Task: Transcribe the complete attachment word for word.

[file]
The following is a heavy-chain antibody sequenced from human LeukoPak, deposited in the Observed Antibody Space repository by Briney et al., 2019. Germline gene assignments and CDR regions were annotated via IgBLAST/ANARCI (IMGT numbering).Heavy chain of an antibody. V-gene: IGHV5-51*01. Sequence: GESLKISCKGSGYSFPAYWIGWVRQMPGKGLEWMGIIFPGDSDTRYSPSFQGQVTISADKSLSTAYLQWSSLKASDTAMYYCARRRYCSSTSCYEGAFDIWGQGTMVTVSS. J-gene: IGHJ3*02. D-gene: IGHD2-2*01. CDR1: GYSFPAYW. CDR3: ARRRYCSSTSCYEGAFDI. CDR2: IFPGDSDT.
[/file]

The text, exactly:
The following is a heavy-chain antibody sequenced from human LeukoPak, deposited in the Observed Antibody Space repository by Briney et al., 2019. Germline gene assignments and CDR regions were annotated via IgBLAST/ANARCI (IMGT numbering).Heavy chain of an antibody. V-gene: IGHV5-51*01. Sequence: GESLKISCKGSGYSFPAYWIGWVRQMPGKGLEWMGIIFPGDSDTRYSPSFQGQVTISADKSLSTAYLQWSSLKASDTAMYYCARRRYCSSTSCYEGAFDIWGQGTMVTVSS. J-gene: IGHJ3*02. D-gene: IGHD2-2*01. CDR1: GYSFPAYW. CDR3: ARRRYCSSTSCYEGAFDI. CDR2: IFPGDSDT.